Substance misuse in patients with schizophrenia: epidemiology and management

Kavanagh, DJ, McGrath, J, Saunders, JB, Dore, G and Clark, D (2002) Substance misuse in patients with schizophrenia: epidemiology and management. Drugs, 62 5: 743-755. doi:10.2165/00003495-200262050-00003

Author Kavanagh, DJ
McGrath, J
Saunders, JB
Dore, G
Clark, D
Title Substance misuse in patients with schizophrenia: epidemiology and management
Journal name Drugs   Check publisher's open access policy
ISSN 0012-6667
Publication date 2002-01-01
Year available 2002
Sub-type Article (original research)
DOI 10.2165/00003495-200262050-00003
Open Access Status
Volume 62
Issue 5
Start page 743
End page 755
Total pages 13
Editor T. M Speight
J Turnidge
Place of publication Auckland, New Zealand
Publisher Adis International
Language eng
Subject C1
321021 Psychiatry
730211 Mental health
Abstract Substance misuse in individuals with schizophrenia is very common, especially in young men, in communities where use is frequent and in people receiving inpatient treatment. Problematic use occurs at very low intake levels, so that most affected people are not physically dependent (with the exception of nicotine). People with schizophrenia and substance misuse have poorer symptomatic and functional outcomes than those with schizophrenia alone. Unless there is routine screening, substance misuse is often missed in assessments. Service systems tend to be separated, with poor inter-communication, and affected patients are often excluded from services because of their comorbidity. However, effective management of these disorders requires a fully integrated approach because of the close inter-relationship of the disorders. Use of atypical antipsychotics may be especially important in this population because of growing evidence (especially on clozapine and risperidone) that nicotine smoking, alcohol misuse and possibly some other substance misuse is reduced. Several pharmacotherapies for substance misuse can be used safely in people with schizophrenia, but the evidence base is small and guidelines for their use are necessarily derived from experience in the general population.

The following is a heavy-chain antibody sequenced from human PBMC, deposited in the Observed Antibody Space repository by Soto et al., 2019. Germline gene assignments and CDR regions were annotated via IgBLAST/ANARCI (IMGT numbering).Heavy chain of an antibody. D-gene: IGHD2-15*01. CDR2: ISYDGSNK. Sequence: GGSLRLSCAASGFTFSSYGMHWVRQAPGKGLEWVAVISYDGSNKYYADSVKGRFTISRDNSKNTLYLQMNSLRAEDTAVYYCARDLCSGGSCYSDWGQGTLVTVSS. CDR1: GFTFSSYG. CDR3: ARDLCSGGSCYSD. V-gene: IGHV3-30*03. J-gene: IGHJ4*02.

Keyword Pharmacology & Pharmacy
Severe Mental-illness
Treatment-resistant Schizophrenia
Smoking Cessation
Use Disorder
Nicotine Withdrawal
Q-Index Code C1
Institutional Status UQ

Document type: Journal Article
Sub-type: Article (original research)
Collection: School of Medicine Publications
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Citation counts: TR Web of Science Citation Count  Cited 97 times in Thomson Reuters Web of Science Article | Citations
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Created: Wed, 15 Aug 2007, 03:24:44 EST